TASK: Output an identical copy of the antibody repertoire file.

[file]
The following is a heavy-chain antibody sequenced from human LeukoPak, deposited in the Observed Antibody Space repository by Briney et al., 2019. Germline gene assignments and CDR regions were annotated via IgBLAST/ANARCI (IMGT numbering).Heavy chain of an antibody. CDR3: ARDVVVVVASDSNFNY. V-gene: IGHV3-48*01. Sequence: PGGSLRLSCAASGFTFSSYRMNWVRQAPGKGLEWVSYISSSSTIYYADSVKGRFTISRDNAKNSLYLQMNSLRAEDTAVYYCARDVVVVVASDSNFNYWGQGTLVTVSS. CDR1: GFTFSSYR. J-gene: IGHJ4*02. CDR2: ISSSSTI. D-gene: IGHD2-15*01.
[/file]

The following is a heavy-chain antibody sequenced from human LeukoPak, deposited in the Observed Antibody Space repository by Briney et al., 2019. Germline gene assignments and CDR regions were annotated via IgBLAST/ANARCI (IMGT numbering).Heavy chain of an antibody. CDR3: ARDVVVVVASDSNFNY. V-gene: IGHV3-48*01. Sequence: PGGSLRLSCAASGFTFSSYRMNWVRQAPGKGLEWVSYISSSSTIYYADSVKGRFTISRDNAKNSLYLQMNSLRAEDTAVYYCARDVVVVVASDSNFNYWGQGTLVTVSS. CDR1: GFTFSSYR. J-gene: IGHJ4*02. CDR2: ISSSSTI. D-gene: IGHD2-15*01.